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What the Commission cannot do

The Commission cannot:

  • give legal advice or provide legal representation—complainants need to seek their own legal advice about what civil remedies are available to them (for legal advice, contact Legal Aid Queensland, LawRight, your local community legal centre or the Queensland Law Society referral service.
  • accept complaints that are frivolous or vexatious, or complaints that have been dealt with previously when there is no good reason to reconsider the matter.
  • accept complaints about the conduct of an individual if, at the time, they were not acting as a legal practitioner or law practice employee but in some other capacity such as an investment adviser, immigration agent or member of parliament.
  • accept complaints about decisions of courts or tribunals or review past proceedings in courts or tribunals. The Commission is not an alternative means of appeal. Complainants who are unhappy about decisions of courts or tribunals should seek independent legal advice about their prospects of successfully appealing those decisions in a higher court.
  • accept complaints about government legal officers unless the complaint is made by the chief executive officer of the government department or agency that employs them, the Queensland Law Society or the Bar Association of Queensland, or another legal practitioner.
  • decide whether legal practitioners have overcharged their clients or alternatively whether their fees were fair and reasonable as the Commission does not have the powers to do so, see Fact Sheet Legal Costs - your right to know (PDF, 42.5 KB)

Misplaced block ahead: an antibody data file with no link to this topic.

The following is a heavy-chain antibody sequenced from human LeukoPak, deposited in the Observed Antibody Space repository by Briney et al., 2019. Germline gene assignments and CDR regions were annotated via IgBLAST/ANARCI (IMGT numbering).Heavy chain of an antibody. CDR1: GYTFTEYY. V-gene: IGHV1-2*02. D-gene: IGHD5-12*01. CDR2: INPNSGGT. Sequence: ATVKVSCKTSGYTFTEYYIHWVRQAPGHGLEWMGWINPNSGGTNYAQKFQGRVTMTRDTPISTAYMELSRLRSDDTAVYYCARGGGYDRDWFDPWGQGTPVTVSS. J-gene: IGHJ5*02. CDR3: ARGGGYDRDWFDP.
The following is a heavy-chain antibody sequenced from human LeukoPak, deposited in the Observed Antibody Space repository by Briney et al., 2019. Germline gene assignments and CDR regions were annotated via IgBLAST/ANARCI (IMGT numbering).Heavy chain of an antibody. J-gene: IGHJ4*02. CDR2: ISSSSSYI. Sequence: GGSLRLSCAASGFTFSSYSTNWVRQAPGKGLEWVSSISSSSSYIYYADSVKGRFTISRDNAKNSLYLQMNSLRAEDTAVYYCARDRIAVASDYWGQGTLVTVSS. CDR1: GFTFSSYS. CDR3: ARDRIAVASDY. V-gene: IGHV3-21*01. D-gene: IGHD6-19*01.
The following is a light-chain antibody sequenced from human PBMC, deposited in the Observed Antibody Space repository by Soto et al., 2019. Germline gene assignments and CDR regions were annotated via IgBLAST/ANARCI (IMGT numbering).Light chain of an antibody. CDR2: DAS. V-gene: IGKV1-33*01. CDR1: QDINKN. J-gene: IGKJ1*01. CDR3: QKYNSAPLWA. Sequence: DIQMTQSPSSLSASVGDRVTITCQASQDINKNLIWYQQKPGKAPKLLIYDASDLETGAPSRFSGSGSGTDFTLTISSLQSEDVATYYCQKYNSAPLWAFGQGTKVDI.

• decide whether legal practitioners have been negligent. The disciplinary scheme under the Legal Profession Act 2007 is not intended to be an alternative forum to the courts for hearing and deciding claims of negligence against lawyers. The Commission might consider taking disciplinary action against legal practitioners who have been obviously and demonstrably negligent but, generally speaking, legal consumers who believe their lawyers have been negligent will have to take them to court to prove they were negligent and should take independent legal advice accordingly. As a rule the Commission will consider taking disciplinary action only after negligence has been proved in a court.

Having said that, there are some circumstances in which the Commission might be able to help legal consumers who believe their lawyer was negligent. It might be possible to resolve things to both the consumers and their lawyer’s satisfaction in circumstances in which, for example, the practitioner has made an honest or careless mistake of some kind such as losing a title deed or miscalculating a rates adjustment in a conveyance. In the Commission’s opinion, practitioners in these circumstances should be expected to make good their mistake.

Last reviewed
3 May 2018
Last updated
3 May 2018

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